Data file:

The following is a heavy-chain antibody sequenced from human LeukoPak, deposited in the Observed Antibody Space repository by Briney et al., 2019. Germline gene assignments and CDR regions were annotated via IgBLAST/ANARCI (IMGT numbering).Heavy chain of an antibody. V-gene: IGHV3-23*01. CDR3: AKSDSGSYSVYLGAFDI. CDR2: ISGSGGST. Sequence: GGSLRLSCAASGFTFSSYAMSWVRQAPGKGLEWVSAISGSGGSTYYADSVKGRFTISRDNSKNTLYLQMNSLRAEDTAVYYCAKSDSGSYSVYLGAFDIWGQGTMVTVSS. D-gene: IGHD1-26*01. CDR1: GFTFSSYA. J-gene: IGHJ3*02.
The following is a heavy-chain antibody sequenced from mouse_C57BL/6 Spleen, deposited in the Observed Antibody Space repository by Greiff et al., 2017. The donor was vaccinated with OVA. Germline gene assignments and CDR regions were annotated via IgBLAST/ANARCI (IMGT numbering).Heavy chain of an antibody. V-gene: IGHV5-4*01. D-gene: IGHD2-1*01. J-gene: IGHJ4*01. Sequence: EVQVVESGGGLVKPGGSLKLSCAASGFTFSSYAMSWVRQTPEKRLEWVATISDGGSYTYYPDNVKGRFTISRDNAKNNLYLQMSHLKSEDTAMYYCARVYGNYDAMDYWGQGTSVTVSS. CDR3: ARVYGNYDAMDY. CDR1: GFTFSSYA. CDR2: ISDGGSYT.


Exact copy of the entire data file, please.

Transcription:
The following is a heavy-chain antibody sequenced from human LeukoPak, deposited in the Observed Antibody Space repository by Briney et al., 2019. Germline gene assignments and CDR regions were annotated via IgBLAST/ANARCI (IMGT numbering).Heavy chain of an antibody. V-gene: IGHV3-23*01. CDR3: AKSDSGSYSVYLGAFDI. CDR2: ISGSGGST. Sequence: GGSLRLSCAASGFTFSSYAMSWVRQAPGKGLEWVSAISGSGGSTYYADSVKGRFTISRDNSKNTLYLQMNSLRAEDTAVYYCAKSDSGSYSVYLGAFDIWGQGTMVTVSS. D-gene: IGHD1-26*01. CDR1: GFTFSSYA. J-gene: IGHJ3*02.
The following is a heavy-chain antibody sequenced from mouse_C57BL/6 Spleen, deposited in the Observed Antibody Space repository by Greiff et al., 2017. The donor was vaccinated with OVA. Germline gene assignments and CDR regions were annotated via IgBLAST/ANARCI (IMGT numbering).Heavy chain of an antibody. V-gene: IGHV5-4*01. D-gene: IGHD2-1*01. J-gene: IGHJ4*01. Sequence: EVQVVESGGGLVKPGGSLKLSCAASGFTFSSYAMSWVRQTPEKRLEWVATISDGGSYTYYPDNVKGRFTISRDNAKNNLYLQMSHLKSEDTAMYYCARVYGNYDAMDYWGQGTSVTVSS. CDR3: ARVYGNYDAMDY. CDR1: GFTFSSYA. CDR2: ISDGGSYT.